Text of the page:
WTF is Staking?

In this blog, we explore what staking is and why it's an exciting opportunity in the space.

WTF is Staking?

41% of crypto owners bought crypto for the first time in 2021, according to Gemini’s 2022 Global State of Crypto Report.

Most people buy crypto with the intention of holding onto the tokens until the price (hopefully!) goes up.

But there is another way to monetize your tokens, passively. This method is called “Staking,” which means you lock up your tokens for a certain amount of time in a network, protocol, or exchange for an expected return.

We spoke with Bobby Thakkar and Pavan Sethi to break down what staking is and how it works.

You can watch the full video here. Check out the highlights from their discussion below!

What does “Staking Crypto” mean?

In the simplest definition, staking means you put crypto tokens you own into a protocol, network, or exchange for a set period of time, in order to earn an expected reward (which comes in the form of additional tokens.)

The tokens you stake are held in the system and used to validate the transactions in the system or provide liquidity.

For example, Ethereum is currently a Proof of Work blockchain that requires users to process transactions. When you stake Ethereum, the staked tokens are held in a quasi-state where the tokens act as computers that validate other transactions. This will change when ETH 2.0 and Proof of Stake come into effect. You can read more about ETH 2.0 here.

It’s important to note that when you stake tokens in a blockchain like ETH that uses Proof of Stake, the staked tokens cannot be withdrawn or used during the staked period. Many DeFi protocols that utilize staking will also ask you to lock up your tokens for a certain period of time that you agree upon when you decide to stake.

The easiest comparison is a Certificate of Deposit, where you let the bank use your money for a set period of time and earn money in return as a reward, in the form of interest.

What are the risks involved in staking?

When staking tokens, two critical questions to ask yourself are:

  1. Who am I providing liquidity to?
  2. Why are they giving me rewards?

Every action performed on-chain in crypto is uninsured, so there's always a risk involved regarding investing your assets.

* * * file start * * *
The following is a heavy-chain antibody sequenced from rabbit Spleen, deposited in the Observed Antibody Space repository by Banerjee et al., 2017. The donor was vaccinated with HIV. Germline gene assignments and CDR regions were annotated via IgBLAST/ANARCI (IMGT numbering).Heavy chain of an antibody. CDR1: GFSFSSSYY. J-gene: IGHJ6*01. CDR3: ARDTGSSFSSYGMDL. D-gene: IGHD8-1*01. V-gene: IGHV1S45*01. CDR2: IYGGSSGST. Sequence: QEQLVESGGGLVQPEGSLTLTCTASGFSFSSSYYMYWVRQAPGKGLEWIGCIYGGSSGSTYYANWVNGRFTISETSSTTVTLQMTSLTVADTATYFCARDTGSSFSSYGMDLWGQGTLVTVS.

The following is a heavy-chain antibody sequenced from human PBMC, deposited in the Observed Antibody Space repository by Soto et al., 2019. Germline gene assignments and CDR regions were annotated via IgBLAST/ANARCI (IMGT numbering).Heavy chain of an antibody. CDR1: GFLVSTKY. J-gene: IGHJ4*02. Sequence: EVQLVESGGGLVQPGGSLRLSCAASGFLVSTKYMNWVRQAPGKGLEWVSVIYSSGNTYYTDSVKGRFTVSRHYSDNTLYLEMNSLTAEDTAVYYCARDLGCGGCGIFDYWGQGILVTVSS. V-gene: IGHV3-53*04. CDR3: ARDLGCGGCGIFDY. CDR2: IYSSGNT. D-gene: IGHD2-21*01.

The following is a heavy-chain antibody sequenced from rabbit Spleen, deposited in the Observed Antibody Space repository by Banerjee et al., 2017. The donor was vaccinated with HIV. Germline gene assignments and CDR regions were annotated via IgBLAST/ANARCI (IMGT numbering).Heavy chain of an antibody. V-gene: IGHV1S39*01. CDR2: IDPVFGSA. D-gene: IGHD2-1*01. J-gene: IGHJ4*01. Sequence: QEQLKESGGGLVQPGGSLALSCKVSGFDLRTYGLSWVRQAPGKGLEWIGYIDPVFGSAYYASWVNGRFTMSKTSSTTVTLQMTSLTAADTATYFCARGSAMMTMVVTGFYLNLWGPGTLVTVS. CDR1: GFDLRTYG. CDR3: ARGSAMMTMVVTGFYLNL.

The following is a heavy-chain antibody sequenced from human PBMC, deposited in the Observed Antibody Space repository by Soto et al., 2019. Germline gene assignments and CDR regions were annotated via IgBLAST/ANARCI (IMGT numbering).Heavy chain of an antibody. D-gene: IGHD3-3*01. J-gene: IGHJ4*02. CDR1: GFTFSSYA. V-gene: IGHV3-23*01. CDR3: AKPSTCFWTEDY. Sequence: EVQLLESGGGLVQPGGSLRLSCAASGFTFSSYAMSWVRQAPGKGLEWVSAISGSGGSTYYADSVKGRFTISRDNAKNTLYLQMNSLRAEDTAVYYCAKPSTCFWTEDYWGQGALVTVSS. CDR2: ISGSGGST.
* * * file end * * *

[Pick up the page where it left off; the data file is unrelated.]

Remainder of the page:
When you stake an asset in a blockchain, you're staking it into a smart contract. The possibility of losing money lies in whether there are exploitable flaws in the contract. Apart from that, there's also a risk of getting hacked, which could lead to you losing all or part of your assets.

There's also the risk of the token price going down. Additionally, if you stake through an exchange, you're not necessarily staking your funds in the smart contract yourself. In this scenario, the exchange becomes a single point of failure that could be exploited.

In terms of an entire blockchain protocol as it relates to its PoS consensus mechanism, the market could lose confidence in the blockchain and the price could go down. You’d be stuck holding the token for whatever duration you've chosen to stake your funds.

You can manage risk by investing in audited contracts and doing your research. Auditing a smart contract involves checking the contract for flaws or weak points that hackers could exploit along the line. This auditing process is done by auditing firms.

Why do some platforms offer higher APYs?

Upcoming tokens or exchanges use higher annual percentage yield (APY) to incentivize users to provide liquidity for a particular token.

There are some risks associated with this. If you’re staking to provide liquidity and earn rewards, as people earn rewards and sell their tokens, the liquidity decreases. The the value of the token can drop, as less people are likely to borrow from the pool. Basically, you don’t want to be the last person in the pool.

The drop in value cuts the earned rewards by a percentage of their original value. When the user finally decides to sell their tokens, if no one is willing to buy them or if the remaining liquidity around the token goes to zero, the token becomes worthless.


How to get started with Staking?

First, acquire assets you want to stake. This means buying tokens you don’t readily need access to that you’d be able to go without for a set amount of time without touching them.

Then, do your research! Ask friends, join Discords, join the weekly Upstream crypto chats, attend the Upstream Crypto Genius Bar sessions, read on crypto twitter, and learn about what opportunities make sense for your personal and financial circumstances.

There are several platforms where you can manage your assets, such as rabbithole.gg, Lido.fi, Zapper.fi, and Zerion.io.

As with all activities, we recommend you do your own research and make sure you feel comfortable with the risks associated with staking before getting started.